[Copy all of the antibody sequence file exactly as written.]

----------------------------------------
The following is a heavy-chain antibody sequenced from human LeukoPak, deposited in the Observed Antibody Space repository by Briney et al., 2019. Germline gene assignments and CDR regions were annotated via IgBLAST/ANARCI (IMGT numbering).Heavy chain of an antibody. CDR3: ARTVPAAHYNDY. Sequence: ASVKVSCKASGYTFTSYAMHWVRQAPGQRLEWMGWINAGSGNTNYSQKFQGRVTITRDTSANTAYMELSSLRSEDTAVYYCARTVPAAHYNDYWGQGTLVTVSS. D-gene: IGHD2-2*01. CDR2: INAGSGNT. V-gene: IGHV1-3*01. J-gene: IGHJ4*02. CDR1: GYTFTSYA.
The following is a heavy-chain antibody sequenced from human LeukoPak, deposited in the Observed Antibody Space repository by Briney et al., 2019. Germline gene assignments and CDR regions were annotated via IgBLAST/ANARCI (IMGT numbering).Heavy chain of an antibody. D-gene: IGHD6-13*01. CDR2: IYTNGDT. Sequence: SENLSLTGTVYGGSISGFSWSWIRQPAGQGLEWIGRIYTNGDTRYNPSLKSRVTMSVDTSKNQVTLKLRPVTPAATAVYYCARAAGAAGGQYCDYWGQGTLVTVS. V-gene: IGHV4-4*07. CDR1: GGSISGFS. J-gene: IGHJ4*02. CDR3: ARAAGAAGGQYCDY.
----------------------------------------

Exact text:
The following is a heavy-chain antibody sequenced from human LeukoPak, deposited in the Observed Antibody Space repository by Briney et al., 2019. Germline gene assignments and CDR regions were annotated via IgBLAST/ANARCI (IMGT numbering).Heavy chain of an antibody. CDR3: ARTVPAAHYNDY. Sequence: ASVKVSCKASGYTFTSYAMHWVRQAPGQRLEWMGWINAGSGNTNYSQKFQGRVTITRDTSANTAYMELSSLRSEDTAVYYCARTVPAAHYNDYWGQGTLVTVSS. D-gene: IGHD2-2*01. CDR2: INAGSGNT. V-gene: IGHV1-3*01. J-gene: IGHJ4*02. CDR1: GYTFTSYA.
The following is a heavy-chain antibody sequenced from human LeukoPak, deposited in the Observed Antibody Space repository by Briney et al., 2019. Germline gene assignments and CDR regions were annotated via IgBLAST/ANARCI (IMGT numbering).Heavy chain of an antibody. D-gene: IGHD6-13*01. CDR2: IYTNGDT. Sequence: SENLSLTGTVYGGSISGFSWSWIRQPAGQGLEWIGRIYTNGDTRYNPSLKSRVTMSVDTSKNQVTLKLRPVTPAATAVYYCARAAGAAGGQYCDYWGQGTLVTVS. V-gene: IGHV4-4*07. CDR1: GGSISGFS. J-gene: IGHJ4*02. CDR3: ARAAGAAGGQYCDY.